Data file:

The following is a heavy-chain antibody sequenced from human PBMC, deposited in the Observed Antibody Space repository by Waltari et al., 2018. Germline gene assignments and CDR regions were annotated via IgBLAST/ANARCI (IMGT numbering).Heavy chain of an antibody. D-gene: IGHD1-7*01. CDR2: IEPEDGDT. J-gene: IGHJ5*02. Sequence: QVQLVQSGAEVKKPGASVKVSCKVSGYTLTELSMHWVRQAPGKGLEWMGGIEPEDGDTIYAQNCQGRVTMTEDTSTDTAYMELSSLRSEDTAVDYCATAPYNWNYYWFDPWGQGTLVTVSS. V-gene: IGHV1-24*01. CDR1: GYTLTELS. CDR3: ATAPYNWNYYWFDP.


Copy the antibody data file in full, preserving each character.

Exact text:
The following is a heavy-chain antibody sequenced from human PBMC, deposited in the Observed Antibody Space repository by Waltari et al., 2018. Germline gene assignments and CDR regions were annotated via IgBLAST/ANARCI (IMGT numbering).Heavy chain of an antibody. D-gene: IGHD1-7*01. CDR2: IEPEDGDT. J-gene: IGHJ5*02. Sequence: QVQLVQSGAEVKKPGASVKVSCKVSGYTLTELSMHWVRQAPGKGLEWMGGIEPEDGDTIYAQNCQGRVTMTEDTSTDTAYMELSSLRSEDTAVDYCATAPYNWNYYWFDPWGQGTLVTVSS. V-gene: IGHV1-24*01. CDR1: GYTLTELS. CDR3: ATAPYNWNYYWFDP.